Finally, after a year went by, and I could see that home schooling wasn’t going to do anything for my benefit, so I made a very tough decision. I was really at a cross road at that point, because I could either go back to public school and relive everything I ran away from or I could continue to get no where with homeschool and possibly not get a diploma or ever get a real job. That being said, I made the difficult decision to return to public school, but knowing how badly all the schools in that surrounding area had treated me in the past, I decided to move in with my dad’s mom who lived in a different state, and go to school in the district in which she lived. I went to school there for about a semester, before getting depressed and going right back where I started.

Upon moving back in with my mom, I decided to give one of my previous schools another try. My former classmates encouraged me to come back, because they said the high school would be different. By that they meant that the school had done away with remediation, which was my main concern. A few weeks later, I met with the high school counselor, only to leave the school in tears. She told me that my credits from my previous school would not transfer over, so I would have to start over as a freshmen, and as if that wasn’t enough, she went on to say that she saw no chance of me graduating on time. I was devastated. I wouldn’t accept that I would have to lose everything I worked so hard to achieve, so I walked out, never to return.

At that point, I was completely beside myself. I knew I didn’t want to give up, but I also didn’t want to be degraded by being held back. Finally, I found a solution, and I don’t think I could’ve possibly beat that opportunity. A friend of mine told me about a program called alternative school, where she attended classes. About a month later, I sat down with the assistant superintendent, who was also the principal of the alternative school. He was very kind, and supportive of my goals and ambitions. He told me from the very beginning that if I wanted to achieve something, I could do it, and he’d be right behind me to help and support me along the way.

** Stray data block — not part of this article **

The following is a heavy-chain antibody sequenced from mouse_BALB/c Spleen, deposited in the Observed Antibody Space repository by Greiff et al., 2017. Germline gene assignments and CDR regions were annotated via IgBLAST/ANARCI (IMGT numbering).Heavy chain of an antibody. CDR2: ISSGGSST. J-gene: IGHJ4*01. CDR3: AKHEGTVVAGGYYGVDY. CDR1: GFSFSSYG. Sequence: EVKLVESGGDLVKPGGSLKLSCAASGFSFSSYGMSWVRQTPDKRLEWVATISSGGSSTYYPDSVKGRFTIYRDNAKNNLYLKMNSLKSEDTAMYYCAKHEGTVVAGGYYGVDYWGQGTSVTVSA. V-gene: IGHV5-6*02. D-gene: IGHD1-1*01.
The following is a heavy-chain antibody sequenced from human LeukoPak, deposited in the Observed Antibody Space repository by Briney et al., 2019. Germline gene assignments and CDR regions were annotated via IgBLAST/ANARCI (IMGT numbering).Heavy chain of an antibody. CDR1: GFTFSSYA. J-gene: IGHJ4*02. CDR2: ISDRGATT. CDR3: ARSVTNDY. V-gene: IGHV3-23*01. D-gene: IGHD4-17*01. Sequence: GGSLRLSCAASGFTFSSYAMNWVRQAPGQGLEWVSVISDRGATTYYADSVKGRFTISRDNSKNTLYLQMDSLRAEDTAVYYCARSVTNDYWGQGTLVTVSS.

Once I started Alternative School, I found hope, and felt confident that I would succeed. It wasn’t necessarily my teacher that made me have a change of heart, I mean he played a major role in that, but I just clicked with the program I was using. At my school, we use two programs, Edgenuity and A+. For those of you who don’t know, Alternative School is commonly computer based, and it gives you the option to work at your own pace, within reason. Also, because both Edgenuity and A+ give you the freedom to work at your own pace, you can easily finish a class every two weeks or less, if you as dedicated as I was. I’ve been a part of the alternative program for a nearly three years, and I’ve achieved what no one thought possible. My sophomore year, I walked in with half a credit, and now I’m a senior, with nineteen credits, who’s not only expected to graduate on time, but actually about six months early.

I’m not necessarily trying to convince you that public school is all bad, or that alternative school is the only way to go. My only goal here is to share my story in hopes of inspiring a person, or two. Alternative school may not be for everyone, but if it’s the right option for you, it will definitely work in your favor!

Questions & Answers

    © 2018 Trinity Davis